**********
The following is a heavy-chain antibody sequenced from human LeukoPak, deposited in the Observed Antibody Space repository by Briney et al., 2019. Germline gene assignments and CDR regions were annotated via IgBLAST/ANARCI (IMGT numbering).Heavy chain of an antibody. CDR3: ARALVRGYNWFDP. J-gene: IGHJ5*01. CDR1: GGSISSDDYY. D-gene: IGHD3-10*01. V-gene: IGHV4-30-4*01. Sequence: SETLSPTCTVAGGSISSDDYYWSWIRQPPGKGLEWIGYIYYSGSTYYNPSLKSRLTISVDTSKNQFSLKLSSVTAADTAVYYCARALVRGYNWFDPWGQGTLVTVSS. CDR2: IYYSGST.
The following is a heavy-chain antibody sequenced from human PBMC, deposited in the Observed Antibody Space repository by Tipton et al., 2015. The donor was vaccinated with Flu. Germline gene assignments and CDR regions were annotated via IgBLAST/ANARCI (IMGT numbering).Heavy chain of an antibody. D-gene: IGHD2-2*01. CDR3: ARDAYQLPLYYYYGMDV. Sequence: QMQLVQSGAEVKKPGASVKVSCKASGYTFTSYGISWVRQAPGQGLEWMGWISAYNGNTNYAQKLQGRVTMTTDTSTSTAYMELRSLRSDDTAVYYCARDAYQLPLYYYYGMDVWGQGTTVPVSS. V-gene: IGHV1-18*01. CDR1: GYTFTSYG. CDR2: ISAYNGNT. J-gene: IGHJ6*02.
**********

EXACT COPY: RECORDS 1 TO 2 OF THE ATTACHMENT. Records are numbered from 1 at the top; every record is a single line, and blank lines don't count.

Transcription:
The following is a heavy-chain antibody sequenced from human LeukoPak, deposited in the Observed Antibody Space repository by Briney et al., 2019. Germline gene assignments and CDR regions were annotated via IgBLAST/ANARCI (IMGT numbering).Heavy chain of an antibody. CDR3: ARALVRGYNWFDP. J-gene: IGHJ5*01. CDR1: GGSISSDDYY. D-gene: IGHD3-10*01. V-gene: IGHV4-30-4*01. Sequence: SETLSPTCTVAGGSISSDDYYWSWIRQPPGKGLEWIGYIYYSGSTYYNPSLKSRLTISVDTSKNQFSLKLSSVTAADTAVYYCARALVRGYNWFDPWGQGTLVTVSS. CDR2: IYYSGST.
The following is a heavy-chain antibody sequenced from human PBMC, deposited in the Observed Antibody Space repository by Tipton et al., 2015. The donor was vaccinated with Flu. Germline gene assignments and CDR regions were annotated via IgBLAST/ANARCI (IMGT numbering).Heavy chain of an antibody. D-gene: IGHD2-2*01. CDR3: ARDAYQLPLYYYYGMDV. Sequence: QMQLVQSGAEVKKPGASVKVSCKASGYTFTSYGISWVRQAPGQGLEWMGWISAYNGNTNYAQKLQGRVTMTTDTSTSTAYMELRSLRSDDTAVYYCARDAYQLPLYYYYGMDVWGQGTTVPVSS. V-gene: IGHV1-18*01. CDR1: GYTFTSYG. CDR2: ISAYNGNT. J-gene: IGHJ6*02.